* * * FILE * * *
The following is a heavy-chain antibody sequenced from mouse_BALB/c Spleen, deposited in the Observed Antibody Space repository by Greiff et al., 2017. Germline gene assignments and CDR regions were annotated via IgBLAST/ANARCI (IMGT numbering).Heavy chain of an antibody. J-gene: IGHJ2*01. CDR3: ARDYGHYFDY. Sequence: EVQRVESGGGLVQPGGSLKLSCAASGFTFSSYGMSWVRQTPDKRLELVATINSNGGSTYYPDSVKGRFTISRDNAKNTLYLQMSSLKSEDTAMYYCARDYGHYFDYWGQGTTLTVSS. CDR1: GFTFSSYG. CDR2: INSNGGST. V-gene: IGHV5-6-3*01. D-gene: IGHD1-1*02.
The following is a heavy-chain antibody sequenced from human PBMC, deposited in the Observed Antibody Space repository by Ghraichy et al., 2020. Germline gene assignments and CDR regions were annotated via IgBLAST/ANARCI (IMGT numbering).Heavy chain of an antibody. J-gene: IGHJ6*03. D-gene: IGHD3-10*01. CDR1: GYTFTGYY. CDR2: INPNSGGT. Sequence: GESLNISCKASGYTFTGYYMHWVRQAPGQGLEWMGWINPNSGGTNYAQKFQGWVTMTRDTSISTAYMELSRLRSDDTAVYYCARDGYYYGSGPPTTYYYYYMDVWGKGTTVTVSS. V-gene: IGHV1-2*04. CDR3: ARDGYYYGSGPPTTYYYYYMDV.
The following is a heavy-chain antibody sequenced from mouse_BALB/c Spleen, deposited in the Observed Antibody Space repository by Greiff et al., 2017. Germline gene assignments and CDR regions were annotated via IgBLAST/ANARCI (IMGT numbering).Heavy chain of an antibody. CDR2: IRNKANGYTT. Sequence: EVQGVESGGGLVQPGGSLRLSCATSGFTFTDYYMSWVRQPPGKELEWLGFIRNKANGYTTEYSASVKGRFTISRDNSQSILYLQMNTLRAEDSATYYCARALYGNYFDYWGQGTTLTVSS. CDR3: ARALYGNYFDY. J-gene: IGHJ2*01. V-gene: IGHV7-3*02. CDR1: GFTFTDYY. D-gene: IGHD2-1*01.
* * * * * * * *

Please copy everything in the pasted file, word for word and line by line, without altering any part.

The following is a heavy-chain antibody sequenced from mouse_BALB/c Spleen, deposited in the Observed Antibody Space repository by Greiff et al., 2017. Germline gene assignments and CDR regions were annotated via IgBLAST/ANARCI (IMGT numbering).Heavy chain of an antibody. J-gene: IGHJ2*01. CDR3: ARDYGHYFDY. Sequence: EVQRVESGGGLVQPGGSLKLSCAASGFTFSSYGMSWVRQTPDKRLELVATINSNGGSTYYPDSVKGRFTISRDNAKNTLYLQMSSLKSEDTAMYYCARDYGHYFDYWGQGTTLTVSS. CDR1: GFTFSSYG. CDR2: INSNGGST. V-gene: IGHV5-6-3*01. D-gene: IGHD1-1*02.
The following is a heavy-chain antibody sequenced from human PBMC, deposited in the Observed Antibody Space repository by Ghraichy et al., 2020. Germline gene assignments and CDR regions were annotated via IgBLAST/ANARCI (IMGT numbering).Heavy chain of an antibody. J-gene: IGHJ6*03. D-gene: IGHD3-10*01. CDR1: GYTFTGYY. CDR2: INPNSGGT. Sequence: GESLNISCKASGYTFTGYYMHWVRQAPGQGLEWMGWINPNSGGTNYAQKFQGWVTMTRDTSISTAYMELSRLRSDDTAVYYCARDGYYYGSGPPTTYYYYYMDVWGKGTTVTVSS. V-gene: IGHV1-2*04. CDR3: ARDGYYYGSGPPTTYYYYYMDV.
The following is a heavy-chain antibody sequenced from mouse_BALB/c Spleen, deposited in the Observed Antibody Space repository by Greiff et al., 2017. Germline gene assignments and CDR regions were annotated via IgBLAST/ANARCI (IMGT numbering).Heavy chain of an antibody. CDR2: IRNKANGYTT. Sequence: EVQGVESGGGLVQPGGSLRLSCATSGFTFTDYYMSWVRQPPGKELEWLGFIRNKANGYTTEYSASVKGRFTISRDNSQSILYLQMNTLRAEDSATYYCARALYGNYFDYWGQGTTLTVSS. CDR3: ARALYGNYFDY. J-gene: IGHJ2*01. V-gene: IGHV7-3*02. CDR1: GFTFTDYY. D-gene: IGHD2-1*01.